Tuesday, March 5, 2013

NYRA's 2013 Budget

The New York Racing Association, after years of losing money in the pre-slot machine era, is now projecting a second year in a row of significant net income. Moreover, now that NYRA is to all intents and purposes an agency of the State of New York, its finances are out in public. You can see all the budget details here.

Budget projections revealed at the NYRA Board meeting last week predict gross revenue of $368 million for 2013, of which $93 million is from the slot machines (a.k.a. "video lottery terminals") at the Aqueduct casino. That compares to a projected $361 million for 2012, of which $90 million was casino revenue.

After “statutory expenses” (i.e., the State of New York’s take), net revenue is projected at $198 million, operating income at $46 million, and net income, the corporate bottom line, at $15 million. All these figures are projected to be up  a percent or two from 2012.

Despite smaller field size, caused by a horse shortage at Belmont and Aqueduct and the deterrent to out-of-state trainers’ shipping in because of New York’s tough Clenbuterol rule, NYRA projects a small increase in total handle for the year. Smaller field size at Aqueduct and the cutback in the number of racing days may, however, have already wiped that increase out. Positive factors for handle include the planned launching of the Longshots simulcast center at Aqueduct in mid-year and aggressive efforts to expand betting through the NYRA Rewards system, which returns more money to NYRA than when bettors place wagers through TVG or other off-track wagering platforms. Offsetting those expected gains in handle are decreases attributable to the drug rules’ effect on shippers and the sensible decision not to budget for a Triple Crown day at Belmont. If one horse does win the Kentucky Derby and the Preakness, that alone would boost NYRA’s annual handle by a percent or two.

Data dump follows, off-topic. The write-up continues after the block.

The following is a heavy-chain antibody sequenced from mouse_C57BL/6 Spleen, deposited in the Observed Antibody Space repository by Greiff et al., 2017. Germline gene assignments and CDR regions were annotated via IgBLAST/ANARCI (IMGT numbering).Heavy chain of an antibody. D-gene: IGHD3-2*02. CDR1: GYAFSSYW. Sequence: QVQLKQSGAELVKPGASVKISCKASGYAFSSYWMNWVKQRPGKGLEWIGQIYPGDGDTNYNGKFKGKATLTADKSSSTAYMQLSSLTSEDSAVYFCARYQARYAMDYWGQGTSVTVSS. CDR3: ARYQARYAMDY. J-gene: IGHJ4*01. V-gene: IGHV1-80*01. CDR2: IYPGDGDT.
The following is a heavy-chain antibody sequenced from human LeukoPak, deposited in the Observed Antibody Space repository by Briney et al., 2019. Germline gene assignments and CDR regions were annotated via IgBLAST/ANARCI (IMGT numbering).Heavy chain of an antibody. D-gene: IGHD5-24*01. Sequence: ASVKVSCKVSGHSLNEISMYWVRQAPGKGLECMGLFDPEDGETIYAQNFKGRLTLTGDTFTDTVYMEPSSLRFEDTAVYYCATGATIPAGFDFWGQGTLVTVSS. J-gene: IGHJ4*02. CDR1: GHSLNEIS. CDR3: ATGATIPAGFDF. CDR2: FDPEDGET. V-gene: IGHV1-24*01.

NYRA projects its operating expenses as being flat, at the 2012 rate of $153 million, despite a general 3% pay increase and the expected hiring of a new CEO and some other high-level staff. Some savings are expected by hiring an additional lawyer and bringing legal work in-house, as many corporations are doing these days. NYRA also projects a decrease in the state-mandated costs of its outside "integrity counsel."

NYRA is projecting almost $21 million in capital expenditure for this year, including completion of new dorms for backstretch workers at Belmont and the installation (finally!) of high-definition flat-screen television equipment, with TRAKUS software, at all three NYRA tracks.

One unhappy aspect of the budget, at least from horse owners’ point of view, is that less than all the money earmarked by law for purses will be paid out to owners. NYRA projects purse-designated income of $152.1 million for the year, but expects to pay out only $147.9 million. The $4-million-plus difference will go into the “purse cushion,” money that is earmarked for purses eventually but retained by NYRA to cope with seasonal fluctuations. That will more than double the size of the cushion, which was less than $4 million at the end of 2012. While that’s still better than the situation during the NYRA bankruptcy some years back, when the cushion was more than $20 million, it’s more than NYRA really needs to keep on hand for a rainy day. 

Is NYRA the profit-machine that, say, Churchill Downs, Inc. is? Well. no. But it's nice to see that New York racing has some measure of financial stability. That's certainly a different situation than the chaos of the last decade and more.

Can NYRA be self-sustaining in the long run? We know that, eventually, the State will want more of the slot-machine revenues. It would be good if NYRA's new CEO and his (I don't expect it to be a her) team can come up with a credible strategy that preserves the cachet of quality racing at Belmont and Aqueduct, bring in enough new revenue to keep the lights on and give horse owners a fighting chance to break even, and makes the slot machines a smaller piece of a bigger long-term pie. We shall see.

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